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Remembered Today:

Private Jack Martin 497401 3rd Home Counties Field Ambulance


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Private Jack Martin, 3rd Home Counties Field Ambulance, R.A.M.C. died on 3 November 1919 aged 21 and was buried on 8 November in St. Nicholas Churchyard, Thames Ditton, Surrey.  His burial is recorded in the St. Nicholas Burial Register, and he appears as a 12-year old in the 1911 census, his home address on both occasions being 9 Weston Rd., Weston Green, Thames Ditton.  Despite all this, I have been unable to find any trace of his military service beyond the unit identification in the CWGC database.  I would be most grateful to hear from anyone who can fill in the gap.  I would also be interested to know if anyone can confirm that the 3rd Home Counties Field Ambulance was a local (Kingston/Surbiton) unit.

 

Malcolm

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HERITAGE PLUS

The full name of his unit was the 83rd (1/3rd Home Counties) Field Ambulance RAMC. 

 

Its HQ was 62, Claremont Road, Surbiton.

 

As an aside the sculpted figure group on the RAMC War Memorial at Aldershot was cast at the Thames Ditton Foundry.

 

Dave

Edited by HERITAGE PLUS
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Dave

 

Thank you very much for the information on the 83rd (1/3rd Home Counties) Field Ambulance RAMC.  Do you (or anyone else) know if this unit served overseas?  I have not been able to find a MIC for Private Jack Martin which makes me wonder if he only served at home.

 

There were in fact two Thames Ditton men who were killed on the Western Front as members of the 2/3rd Home Counties Field Ambulance: Private Jack Leslie Curd 497535 who died on 26 September 1917, and Private Roger Goodrich 497391 who died on 1 November 1917.  Would this unit have used the same HQ on Claremont Road?  I note that Martin's service number is only 10 above Goodrich's, which might suggest proximate entries into the ranks.

 

Malcolm

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Hi Malcolm,

 

The number 497401 is from the number block allocated to the to the various units of the 3rd Home Counties FA under the 1917 renumbering of the TF - see here. Doing a bit of near number sampling it would seem that the 6 digit numbers were likely issued sequentially based on the previous 4 digit numbers. For example:

 

Surname

Pre 1917 Number

1917 Renumber

Date of Joining

Overseas Arrival Date

Taylor

3341

497339

12.03.1915

26.01.1917 with 2/3 HC FA

Gosling

3426

497377

12.04.1915

11.02.1917, posted 2/3 HC FA 12.02.1917

Martin

 

497401

   

Skinner

3478

497404

17.04.1915

26.01.1917 with 2/3 HC FA

Gay

3505

497418

21.04.1915

26.01.1917 with 2/3 HC FA

Coomber

3520

497424

22.04.1915

26.01.1917 with 2/3 HC FA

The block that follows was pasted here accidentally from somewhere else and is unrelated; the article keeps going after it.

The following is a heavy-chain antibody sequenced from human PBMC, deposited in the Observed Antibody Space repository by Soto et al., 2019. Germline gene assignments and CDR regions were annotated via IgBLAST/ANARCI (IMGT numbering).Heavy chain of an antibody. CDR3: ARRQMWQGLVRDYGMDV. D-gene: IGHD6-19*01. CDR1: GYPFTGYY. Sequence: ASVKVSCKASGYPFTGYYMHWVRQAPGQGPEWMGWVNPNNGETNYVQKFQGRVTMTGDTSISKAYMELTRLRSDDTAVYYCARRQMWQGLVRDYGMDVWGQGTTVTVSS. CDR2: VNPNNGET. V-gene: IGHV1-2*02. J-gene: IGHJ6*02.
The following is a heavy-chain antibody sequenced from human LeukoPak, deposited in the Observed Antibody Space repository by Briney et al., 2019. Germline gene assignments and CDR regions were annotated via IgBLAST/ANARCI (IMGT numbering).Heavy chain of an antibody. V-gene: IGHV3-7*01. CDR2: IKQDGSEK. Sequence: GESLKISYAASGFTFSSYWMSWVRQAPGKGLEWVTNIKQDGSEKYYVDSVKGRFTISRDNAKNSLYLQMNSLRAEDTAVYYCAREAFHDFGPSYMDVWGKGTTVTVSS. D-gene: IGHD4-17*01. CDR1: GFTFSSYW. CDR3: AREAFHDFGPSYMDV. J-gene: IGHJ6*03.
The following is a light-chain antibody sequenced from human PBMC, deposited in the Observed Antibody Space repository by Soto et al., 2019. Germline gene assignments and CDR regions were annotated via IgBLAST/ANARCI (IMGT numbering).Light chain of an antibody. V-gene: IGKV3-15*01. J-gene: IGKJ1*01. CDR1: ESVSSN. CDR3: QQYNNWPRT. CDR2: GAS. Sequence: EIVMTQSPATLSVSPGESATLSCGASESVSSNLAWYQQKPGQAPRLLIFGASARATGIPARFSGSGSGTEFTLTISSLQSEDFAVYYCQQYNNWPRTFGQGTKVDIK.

For me, it would appear that Jack probably joined up circa mid April 1915. Hopefully Dave will be able to clarify his 1/3rd reference/thoughts. In the absence of a service file or medal roll/MIC record I'm kind of wondering if Jack was 3/3 HC FA, and for whatever reason was not posted overseas to a front line unit.

 

Regards

Chris

 

 

 

       
         
         
         
         

 

         
         
         
         
         
         
         

 

Edited by clk
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13 hours ago, Malcolm12hl said:

Dave

 

Thank you very much for the information on the 83rd (1/3rd Home Counties) Field Ambulance RAMC.  Do you (or anyone else) know if this unit served overseas? 

 

According to the LLT, they were 27 Division - ORBAT here.

 

Regards

Chris

Edited by clk
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HERITAGE PLUS

Hi Malcolm

 

The 2/3rd Home Counties FA RAMC served overseas with the 58th (2/1st London) Division:

 

http://www.longlongtrail.co.uk/army/order-of-battle-of-divisions/58th-21st-london-division/

 

The 3/3rd Home Counties FA RAMC served with the 67th (2nd Home Counties) Division but saw no overseas service.

 

http://www.longlongtrail.co.uk/army/order-of-battle-of-divisions/67th-2nd-home-counties-division/

 

Chris' hunch about Jack Martin serving with the 3/3rd is a possibility that I cannot confirm.

 

Dave

 

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Gentlemen

 

Thank you very much for the information, and for your thoughts.  The known facts regarding Curd and Goodrich of the 2nd/3rd would seem to tie in well with the unit's divisional affiliation as both men died in Flanders in the second half of 1917.  The absence of a MIC for Martin, despite the fact that he might have joined up in 1915, does suggest that he may have served only with the 3rd/3rd at home.

 

Malcolm

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